Five-year-olds should be taught about sex, the National Institute for Health and Clinical Excellence (NICE) is controversially claiming.
Only weeks after the previous Government failed in its attempt to force schools to teach Sex and Relationships Education (SRE) to children as young as five, NICE says sex education is important for children’s “wellbeing”.
But Norman Wells, Director of the Family Education Trust, said those behind NICE’s recommendations included “lobby groups with an agenda to break down moral standards”.
Advisers for the NICE draft guidance included representatives from Stonewall, the ‘gay rights’ group, FPA (formerly the Family Planning Association) and the sexual health charity Brook.
In the 74-page draft guidance, NICE says SRE shouldn’t focus on the risks of pregnancy or sexually transmitted infections, but should highlight the importance of “mutually rewarding sexual relationships for individual wellbeing”.
NICE, the state health advisory body, also criticises abstinence-only sex education programmes, saying such approaches “may increase early sexual activity and its consequent risks”.
But the report, which also gives advice on alcohol, backs a “say no” approach to drinking.
The proposed guidance does note that the teaching of SRE should be “sensitive to diverse cultural, faith and family perspectives”.
Critics have blasted NICE’s draft guidance. Patricia Morgan, an academic and social policy expert, said: “There is no evidence which shows that the more children are taught about sex, the less likely they are to become pregnant.
“The more children are told, the more likely they are to experiment.”
Norman Wells said: “The team that drafted the guidance included lobby groups with an agenda to break down moral standards and redefine the family.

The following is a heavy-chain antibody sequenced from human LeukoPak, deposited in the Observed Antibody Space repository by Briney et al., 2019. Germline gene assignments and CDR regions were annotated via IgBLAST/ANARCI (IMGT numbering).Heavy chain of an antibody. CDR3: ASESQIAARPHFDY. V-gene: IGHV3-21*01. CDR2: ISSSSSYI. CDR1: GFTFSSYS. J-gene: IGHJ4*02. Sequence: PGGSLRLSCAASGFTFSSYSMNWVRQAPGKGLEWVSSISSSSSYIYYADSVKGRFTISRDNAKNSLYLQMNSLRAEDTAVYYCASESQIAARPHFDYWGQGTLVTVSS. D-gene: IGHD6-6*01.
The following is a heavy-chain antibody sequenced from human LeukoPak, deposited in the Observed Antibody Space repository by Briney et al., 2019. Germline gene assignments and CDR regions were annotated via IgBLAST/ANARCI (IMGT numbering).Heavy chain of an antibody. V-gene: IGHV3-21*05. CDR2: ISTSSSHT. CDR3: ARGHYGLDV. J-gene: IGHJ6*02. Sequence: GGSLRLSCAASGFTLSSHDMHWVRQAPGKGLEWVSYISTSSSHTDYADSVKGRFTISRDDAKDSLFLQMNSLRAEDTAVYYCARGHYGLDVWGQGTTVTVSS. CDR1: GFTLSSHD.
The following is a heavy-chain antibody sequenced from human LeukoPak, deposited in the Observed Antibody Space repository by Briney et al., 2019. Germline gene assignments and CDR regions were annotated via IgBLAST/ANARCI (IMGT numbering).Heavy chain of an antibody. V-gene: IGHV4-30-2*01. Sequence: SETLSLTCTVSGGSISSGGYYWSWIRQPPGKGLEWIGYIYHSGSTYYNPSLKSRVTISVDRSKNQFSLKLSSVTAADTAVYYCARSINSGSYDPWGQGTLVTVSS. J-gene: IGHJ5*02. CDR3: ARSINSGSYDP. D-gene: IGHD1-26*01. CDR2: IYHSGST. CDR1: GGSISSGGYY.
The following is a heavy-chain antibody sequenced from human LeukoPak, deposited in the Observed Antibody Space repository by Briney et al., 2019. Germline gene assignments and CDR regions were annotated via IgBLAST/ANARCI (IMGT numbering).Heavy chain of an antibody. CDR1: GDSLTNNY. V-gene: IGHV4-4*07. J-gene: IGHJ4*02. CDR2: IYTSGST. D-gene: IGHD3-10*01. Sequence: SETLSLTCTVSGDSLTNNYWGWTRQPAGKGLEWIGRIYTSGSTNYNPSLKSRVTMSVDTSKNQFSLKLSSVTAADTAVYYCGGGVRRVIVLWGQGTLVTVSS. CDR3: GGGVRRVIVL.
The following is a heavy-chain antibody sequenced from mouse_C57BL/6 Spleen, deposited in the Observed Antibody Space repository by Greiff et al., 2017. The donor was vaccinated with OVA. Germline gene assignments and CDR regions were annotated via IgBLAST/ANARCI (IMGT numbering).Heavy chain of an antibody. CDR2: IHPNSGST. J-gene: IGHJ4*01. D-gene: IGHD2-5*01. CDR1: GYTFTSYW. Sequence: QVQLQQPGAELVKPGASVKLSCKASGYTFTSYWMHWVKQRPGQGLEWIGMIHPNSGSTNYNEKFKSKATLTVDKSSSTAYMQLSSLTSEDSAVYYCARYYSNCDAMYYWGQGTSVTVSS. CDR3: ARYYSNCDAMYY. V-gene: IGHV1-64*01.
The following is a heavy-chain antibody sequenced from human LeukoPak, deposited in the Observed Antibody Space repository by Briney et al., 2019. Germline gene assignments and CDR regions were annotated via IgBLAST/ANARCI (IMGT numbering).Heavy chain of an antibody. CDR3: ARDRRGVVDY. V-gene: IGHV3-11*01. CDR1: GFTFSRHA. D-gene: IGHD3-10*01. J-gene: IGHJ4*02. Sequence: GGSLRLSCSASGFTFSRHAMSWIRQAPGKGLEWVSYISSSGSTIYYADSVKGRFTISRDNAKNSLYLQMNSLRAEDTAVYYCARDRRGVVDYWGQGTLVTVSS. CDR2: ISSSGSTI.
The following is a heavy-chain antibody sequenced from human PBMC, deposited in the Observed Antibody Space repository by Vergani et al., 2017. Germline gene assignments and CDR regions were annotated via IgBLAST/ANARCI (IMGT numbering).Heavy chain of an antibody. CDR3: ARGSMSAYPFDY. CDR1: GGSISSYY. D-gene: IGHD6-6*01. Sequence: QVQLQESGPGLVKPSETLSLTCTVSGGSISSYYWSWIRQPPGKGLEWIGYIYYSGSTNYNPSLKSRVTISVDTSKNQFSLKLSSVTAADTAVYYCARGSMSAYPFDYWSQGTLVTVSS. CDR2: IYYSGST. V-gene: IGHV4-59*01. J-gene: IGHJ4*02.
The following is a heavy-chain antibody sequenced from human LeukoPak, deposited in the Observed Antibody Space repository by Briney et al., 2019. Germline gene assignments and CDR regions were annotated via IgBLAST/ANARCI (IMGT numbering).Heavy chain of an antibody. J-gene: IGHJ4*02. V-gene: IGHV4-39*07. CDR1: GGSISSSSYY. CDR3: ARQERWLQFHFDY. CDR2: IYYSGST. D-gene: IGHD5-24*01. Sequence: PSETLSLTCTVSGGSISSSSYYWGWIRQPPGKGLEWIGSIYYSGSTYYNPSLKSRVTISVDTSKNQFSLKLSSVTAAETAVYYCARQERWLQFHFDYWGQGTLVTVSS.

“Organisations with a commitment to marriage and traditional family values were not represented”.
The draft guidance, in reference to children and young people, claims that SRE “does not cause them to have sex at an earlier age, or to have more sex, or sex with more partners, and nor does it increase the number of unwanted or teenage conceptions and abortions”.
The guidance will not force schools to teach about sex to five-year-olds but reports suggest that head teachers may be put under pressure to set SRE lessons as a result.
NICE’s final guidance is due to be released in January. The consultation on the draft guidance closes on 15 July.
In April, shortly before Parliament was dissolved for the election, the previous Government bowed to time pressure and withdrew its highly controversial sex education plans for England.
Under the proposals, sex education was to become a statutory part of the national curriculum and control over the content of lessons was to be taken away from school governors and given to Whitehall officials.
Children were to be taught that same-sex civil partnerships were equal in value to marriage.
Faith schools were also set to be forced to teach children about homosexuality and tell kids how to access contraception.